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RNAi, Meet P53: Cancer Research Uses Gene Silencing to Uncover Details of the P53 Pathway


Cancer has proven to be a tempting target for RNA interference — and not just as a potential therapeutic approach. The gene-silencing technology is also being used to identify suitable targets for all varieties of cancer drugs, and one researcher at Cold Spring Harbor Laboratory believes that it could help answer some of the many questions still surrounding the widely researched tumor-suppressor gene p53.

Jack Zilfou, a postdoctoral fellow in Scott Lowe’s lab at CSHL, has like many cancer researchers been focusing on p53 because of its prevalence. The gene, he told RNAi News, is “impaired in over 50 percent of human cancers,” while some component of the gene’s pathway is likely mutated or abrogated in more than 90 percent of end-stage cancers.

Despite the level of attention that p53 receives from the oncology community, much remains unclear about the gene and its pathway, Zilfou said. So, after coming to CSHL, the home of RNAi pioneer Greg Hannon, “it [was] natural to dissect the pathway of this significant gene using this novel technology,” he said.

“Hopefully, if I can get a better understanding of [p53’s] role in … apoptosis or immortalization or genomic stability [for example], I can better understand how it works,” Zilfou said. “Once you identify … the genes that [p53] can turn on or turn off to get a specific phenotype, then you can use those as chemotherapeutic targets.”

To gain this better understanding of p53, Zilfou is taking advantage of three short-hairpin RNA constructs, developed in collaboration with Hannon’s lab, that are capable of knocking down p53 expression roughly 99 percent, 60 percent, and 25 percent, respectively, he said. These will be introduced into mouse embryo fibroblasts and the results will be analyzed.

By being able to control the level of p53 knock down, Zilfou expects to be able to see the different effects of the gene at various levels of expression. “When p53 is down almost 100 percent compared to a control, that residual p53 — that less than one percent that’s still there — can still activate target genes and can activate them substantially,” Zilfou said. “That’s what I think is amazing — that certain genes can still go up and other genes not.”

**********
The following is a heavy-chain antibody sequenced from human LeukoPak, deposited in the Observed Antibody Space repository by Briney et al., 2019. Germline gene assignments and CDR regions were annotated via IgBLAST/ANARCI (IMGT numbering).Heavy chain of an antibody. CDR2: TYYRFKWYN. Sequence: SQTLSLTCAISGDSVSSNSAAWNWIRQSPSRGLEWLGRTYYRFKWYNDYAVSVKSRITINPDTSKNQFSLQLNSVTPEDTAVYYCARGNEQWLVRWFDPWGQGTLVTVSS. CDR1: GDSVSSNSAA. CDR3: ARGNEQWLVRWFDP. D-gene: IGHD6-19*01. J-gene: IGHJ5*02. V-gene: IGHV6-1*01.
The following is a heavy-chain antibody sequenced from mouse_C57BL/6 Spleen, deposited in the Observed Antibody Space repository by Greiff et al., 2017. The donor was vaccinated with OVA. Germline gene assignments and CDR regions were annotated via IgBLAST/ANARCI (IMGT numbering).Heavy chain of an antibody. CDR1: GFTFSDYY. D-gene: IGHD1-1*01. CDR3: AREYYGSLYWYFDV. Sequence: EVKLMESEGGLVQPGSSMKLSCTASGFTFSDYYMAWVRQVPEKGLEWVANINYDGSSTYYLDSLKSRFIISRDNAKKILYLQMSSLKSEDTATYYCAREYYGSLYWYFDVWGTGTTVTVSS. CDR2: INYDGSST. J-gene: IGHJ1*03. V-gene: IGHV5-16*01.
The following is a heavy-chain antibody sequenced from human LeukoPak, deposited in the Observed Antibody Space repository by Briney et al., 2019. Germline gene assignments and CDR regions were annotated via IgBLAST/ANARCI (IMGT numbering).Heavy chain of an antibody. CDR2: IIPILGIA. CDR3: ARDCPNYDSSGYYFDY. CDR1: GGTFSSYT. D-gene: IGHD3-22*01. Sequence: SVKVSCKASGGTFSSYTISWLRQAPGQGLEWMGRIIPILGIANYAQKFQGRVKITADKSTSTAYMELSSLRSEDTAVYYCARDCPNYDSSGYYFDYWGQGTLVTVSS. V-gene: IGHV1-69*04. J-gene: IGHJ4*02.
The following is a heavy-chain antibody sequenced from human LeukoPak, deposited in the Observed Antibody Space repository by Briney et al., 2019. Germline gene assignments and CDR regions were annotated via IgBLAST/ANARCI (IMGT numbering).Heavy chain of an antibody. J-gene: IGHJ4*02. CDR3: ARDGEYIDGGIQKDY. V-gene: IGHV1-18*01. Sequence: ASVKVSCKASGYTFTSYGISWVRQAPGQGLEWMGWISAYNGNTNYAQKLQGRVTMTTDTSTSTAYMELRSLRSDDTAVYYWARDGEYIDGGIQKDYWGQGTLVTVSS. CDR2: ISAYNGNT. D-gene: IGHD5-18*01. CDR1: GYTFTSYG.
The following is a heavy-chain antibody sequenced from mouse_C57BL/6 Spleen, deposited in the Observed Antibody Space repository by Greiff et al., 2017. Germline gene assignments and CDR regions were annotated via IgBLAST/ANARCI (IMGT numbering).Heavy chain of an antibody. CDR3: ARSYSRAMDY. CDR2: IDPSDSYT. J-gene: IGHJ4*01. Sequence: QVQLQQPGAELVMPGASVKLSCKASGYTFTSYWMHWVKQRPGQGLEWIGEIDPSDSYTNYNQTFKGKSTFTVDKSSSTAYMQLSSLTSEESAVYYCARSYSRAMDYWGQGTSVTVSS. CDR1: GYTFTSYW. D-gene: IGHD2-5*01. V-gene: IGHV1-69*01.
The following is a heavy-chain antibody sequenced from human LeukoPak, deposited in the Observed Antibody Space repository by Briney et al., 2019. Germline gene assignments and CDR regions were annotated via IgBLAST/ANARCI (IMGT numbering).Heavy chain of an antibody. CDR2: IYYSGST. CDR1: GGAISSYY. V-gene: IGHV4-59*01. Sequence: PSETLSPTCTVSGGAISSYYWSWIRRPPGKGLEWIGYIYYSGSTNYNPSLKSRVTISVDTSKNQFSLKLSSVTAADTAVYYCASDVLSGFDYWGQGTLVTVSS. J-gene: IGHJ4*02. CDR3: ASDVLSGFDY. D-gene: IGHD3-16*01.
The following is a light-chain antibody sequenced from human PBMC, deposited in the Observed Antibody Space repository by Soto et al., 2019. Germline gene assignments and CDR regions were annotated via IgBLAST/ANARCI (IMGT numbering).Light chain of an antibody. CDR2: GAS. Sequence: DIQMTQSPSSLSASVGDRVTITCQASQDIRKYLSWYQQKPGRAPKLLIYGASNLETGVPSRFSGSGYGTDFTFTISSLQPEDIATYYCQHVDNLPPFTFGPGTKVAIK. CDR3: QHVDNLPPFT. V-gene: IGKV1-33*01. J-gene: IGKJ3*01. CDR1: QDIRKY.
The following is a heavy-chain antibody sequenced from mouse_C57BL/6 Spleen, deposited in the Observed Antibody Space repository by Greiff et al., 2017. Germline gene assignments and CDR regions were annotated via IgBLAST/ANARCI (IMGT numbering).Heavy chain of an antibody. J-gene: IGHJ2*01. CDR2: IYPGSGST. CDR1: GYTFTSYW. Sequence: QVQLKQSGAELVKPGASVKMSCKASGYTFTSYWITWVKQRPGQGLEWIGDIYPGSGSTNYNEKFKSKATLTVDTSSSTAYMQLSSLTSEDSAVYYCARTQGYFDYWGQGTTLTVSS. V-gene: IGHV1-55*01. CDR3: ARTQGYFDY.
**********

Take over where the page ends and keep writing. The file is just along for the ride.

In earlier experiments, Zilfou said he has been able to “uncouple” immortalization from genomic stability. “Loss of p53 quickly … not only immortalizes cells, but causes massive genomic instability — in other words, [cells’] chromosome number is no longer diploid,” Zilfou said. “What I discovered is, if I can knock down p53 greater than … 99 percent, that small amount [remaining] is not enough to inhibit immortalization. But it is enough to maintain genomic stability — many of those cells have proper chromosome number similar to what the control has.”

Encouraged by this discovery, which “would not have been possible but for RNAi,” Zilfou said he wants to examine further what happens at the 99 percent knockdown level, as well as at the 60 percent and 25 percent levels.

“You can ask questions [like]: How much p53 is needed for this biological phenotype? How much p53 is needed to turn on this gene,” he said. “These are questions that can only be asked with this level of control due to the development of RNA interference technology.”

Previously, “attempts had been made to try to over-express p53 in cells … but then you have over-expression artifacts, the protein may not be modified property, [or] it may not be localized properly,” Zilfou added. “By using RNAi and knocking it down endogenously, [we have] a way of tightly regulating [p53].”

Zilfou said that his work could help give researchers a sneak peek of sorts into tumor progression by creating a situation that “may [resemble] certain early events in tumorogenesis.” Additionally, he expects that studies of what genes are turned on and off in cell lines with the different levels of p53 expression will help uncover “the players in a [particular] biological phenotype.”

Down the road, Zilfou said that he sees this project carrying to the realm of in vivo experimentation. “As these cell-based experiments begin to reveal certain elements of the p53 pathway that are significant in processes like immortalization and genomic stability … we can go back and try to better understand what those targets are and what they do” in animal models, he said.

As for RNAi as a therapeutic modality for cancer, Zilfou said he sees this as a very real possibility — if, of course, the problem of delivery can be adequately solved.

— DM


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